Thursday, 12 December 2013


We recently had to deal with a client who due to a caution received from an undercover cab enforcement officer unfortunately found that he had lost his PHV Licence. How had this occurred? Well he had been approached by the undercover cab enforcement officer and asked how much a fare was; the next thing he was aware of was being arrested and cautioned at a Police Station. He was assured by the Police that a caution would not be regarded as a criminal offence that could affect his PHV Licence, and in his hurry to have the matter resolved signed documents without first seeking advice from a Solicitor.
A caution is a tool used by the Police for low level offending.  In the event that you find yourself in a situation where you are cautioned and arrested by the Police REMEMBER YOU HAVE A RIGHT to free legal advice under the Police and Criminal Evidence Act 1984 (PACE).  If you have been cautioned but not arrested you cannot be prevented from speaking to a Solicitor.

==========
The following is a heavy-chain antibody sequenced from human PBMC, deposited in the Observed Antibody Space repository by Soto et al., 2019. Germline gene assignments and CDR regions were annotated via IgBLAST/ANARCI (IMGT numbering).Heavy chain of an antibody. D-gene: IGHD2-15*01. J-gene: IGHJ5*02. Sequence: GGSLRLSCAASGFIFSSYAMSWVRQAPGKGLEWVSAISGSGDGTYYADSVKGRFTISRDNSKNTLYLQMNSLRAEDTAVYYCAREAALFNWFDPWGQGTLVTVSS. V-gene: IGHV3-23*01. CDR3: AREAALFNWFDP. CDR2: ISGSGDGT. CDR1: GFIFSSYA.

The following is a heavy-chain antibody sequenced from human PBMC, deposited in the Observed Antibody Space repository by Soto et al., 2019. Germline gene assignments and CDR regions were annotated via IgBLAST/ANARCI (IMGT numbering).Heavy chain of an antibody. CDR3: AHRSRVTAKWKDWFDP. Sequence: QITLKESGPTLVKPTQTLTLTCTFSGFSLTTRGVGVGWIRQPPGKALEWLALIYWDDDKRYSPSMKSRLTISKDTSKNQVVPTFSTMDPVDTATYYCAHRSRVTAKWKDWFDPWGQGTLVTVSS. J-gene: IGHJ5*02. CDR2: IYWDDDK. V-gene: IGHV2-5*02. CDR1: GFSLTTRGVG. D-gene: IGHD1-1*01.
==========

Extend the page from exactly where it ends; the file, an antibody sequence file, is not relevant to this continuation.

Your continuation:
A person cannot be invited to accept a caution unless he has first admitted the offence and there are strict guidelines set down by PACE regarding the method for obtaining and recording admissions and if these are not adhered to you may be able to challenge the police’s decision to caution you.

A caution is not appropriate if you have not made a clear and reliable admission of the offence or, in the event that you have raised a defence. As difficult and frustrating as it may be, if, you find yourself in this situation WAIT UNTIL YOU HAVE SPOKEN TO A SOLICITOR OR LEGAL REPRESENTATIVE BEFORE MAKING ANY ADMISSIONS
The effect of a person admitting their guilt and agreeing to accept a caution must be fully and clearly explained to any offender both verbally and in writing before they are cautioned.  Based on what our client told us the police did not provide a full and clear explanation of the effect of admitting to the offence prior to being cautioned and he may have been able to challenge the caution if he had been aware of this.

Though a caution is not a form of sentence (only a Court can impose a sentence) or a criminal conviction it is an admission of guilt and will form part of an offender’s criminal record, and, it may be disclosed for employment vetting and licensing purposes.

This article is for information purposes only

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